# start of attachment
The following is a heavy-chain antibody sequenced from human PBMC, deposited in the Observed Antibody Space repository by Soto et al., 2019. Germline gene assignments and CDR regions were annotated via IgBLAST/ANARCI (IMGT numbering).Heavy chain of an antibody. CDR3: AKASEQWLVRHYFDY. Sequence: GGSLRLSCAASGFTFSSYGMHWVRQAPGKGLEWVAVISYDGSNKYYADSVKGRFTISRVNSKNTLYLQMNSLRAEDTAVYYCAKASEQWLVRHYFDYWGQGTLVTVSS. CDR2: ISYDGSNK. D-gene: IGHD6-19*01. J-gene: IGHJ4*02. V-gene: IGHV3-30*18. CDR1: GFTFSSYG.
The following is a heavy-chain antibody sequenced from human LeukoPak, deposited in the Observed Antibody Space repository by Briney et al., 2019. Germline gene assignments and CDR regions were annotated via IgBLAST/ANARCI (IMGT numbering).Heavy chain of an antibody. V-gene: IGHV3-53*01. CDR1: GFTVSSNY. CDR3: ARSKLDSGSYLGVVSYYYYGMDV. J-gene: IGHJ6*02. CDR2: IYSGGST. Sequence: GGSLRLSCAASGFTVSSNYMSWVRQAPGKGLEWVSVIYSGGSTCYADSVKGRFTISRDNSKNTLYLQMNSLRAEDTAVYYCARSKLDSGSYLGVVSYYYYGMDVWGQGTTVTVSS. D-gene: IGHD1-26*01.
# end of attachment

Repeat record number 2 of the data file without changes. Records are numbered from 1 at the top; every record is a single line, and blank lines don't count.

The following is a heavy-chain antibody sequenced from human LeukoPak, deposited in the Observed Antibody Space repository by Briney et al., 2019. Germline gene assignments and CDR regions were annotated via IgBLAST/ANARCI (IMGT numbering).Heavy chain of an antibody. V-gene: IGHV3-53*01. CDR1: GFTVSSNY. CDR3: ARSKLDSGSYLGVVSYYYYGMDV. J-gene: IGHJ6*02. CDR2: IYSGGST. Sequence: GGSLRLSCAASGFTVSSNYMSWVRQAPGKGLEWVSVIYSGGSTCYADSVKGRFTISRDNSKNTLYLQMNSLRAEDTAVYYCARSKLDSGSYLGVVSYYYYGMDVWGQGTTVTVSS. D-gene: IGHD1-26*01.